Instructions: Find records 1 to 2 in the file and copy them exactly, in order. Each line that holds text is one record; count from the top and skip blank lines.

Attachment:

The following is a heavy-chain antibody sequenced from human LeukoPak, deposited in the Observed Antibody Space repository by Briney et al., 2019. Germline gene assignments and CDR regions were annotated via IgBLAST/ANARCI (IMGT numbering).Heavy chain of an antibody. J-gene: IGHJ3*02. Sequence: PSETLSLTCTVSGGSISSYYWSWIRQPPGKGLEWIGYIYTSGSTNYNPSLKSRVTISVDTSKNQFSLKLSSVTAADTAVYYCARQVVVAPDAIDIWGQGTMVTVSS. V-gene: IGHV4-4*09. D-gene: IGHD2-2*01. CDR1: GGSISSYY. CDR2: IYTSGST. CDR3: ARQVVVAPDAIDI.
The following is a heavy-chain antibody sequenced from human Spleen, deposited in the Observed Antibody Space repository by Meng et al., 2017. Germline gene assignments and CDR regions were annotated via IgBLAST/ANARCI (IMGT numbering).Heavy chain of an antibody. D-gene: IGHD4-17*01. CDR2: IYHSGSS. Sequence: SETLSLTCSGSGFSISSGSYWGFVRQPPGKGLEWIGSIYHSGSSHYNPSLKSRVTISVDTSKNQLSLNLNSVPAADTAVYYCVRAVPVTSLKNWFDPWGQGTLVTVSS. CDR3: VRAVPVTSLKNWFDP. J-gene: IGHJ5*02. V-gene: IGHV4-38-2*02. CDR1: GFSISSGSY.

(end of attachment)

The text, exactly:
The following is a heavy-chain antibody sequenced from human LeukoPak, deposited in the Observed Antibody Space repository by Briney et al., 2019. Germline gene assignments and CDR regions were annotated via IgBLAST/ANARCI (IMGT numbering).Heavy chain of an antibody. J-gene: IGHJ3*02. Sequence: PSETLSLTCTVSGGSISSYYWSWIRQPPGKGLEWIGYIYTSGSTNYNPSLKSRVTISVDTSKNQFSLKLSSVTAADTAVYYCARQVVVAPDAIDIWGQGTMVTVSS. V-gene: IGHV4-4*09. D-gene: IGHD2-2*01. CDR1: GGSISSYY. CDR2: IYTSGST. CDR3: ARQVVVAPDAIDI.
The following is a heavy-chain antibody sequenced from human Spleen, deposited in the Observed Antibody Space repository by Meng et al., 2017. Germline gene assignments and CDR regions were annotated via IgBLAST/ANARCI (IMGT numbering).Heavy chain of an antibody. D-gene: IGHD4-17*01. CDR2: IYHSGSS. Sequence: SETLSLTCSGSGFSISSGSYWGFVRQPPGKGLEWIGSIYHSGSSHYNPSLKSRVTISVDTSKNQLSLNLNSVPAADTAVYYCVRAVPVTSLKNWFDPWGQGTLVTVSS. CDR3: VRAVPVTSLKNWFDP. J-gene: IGHJ5*02. V-gene: IGHV4-38-2*02. CDR1: GFSISSGSY.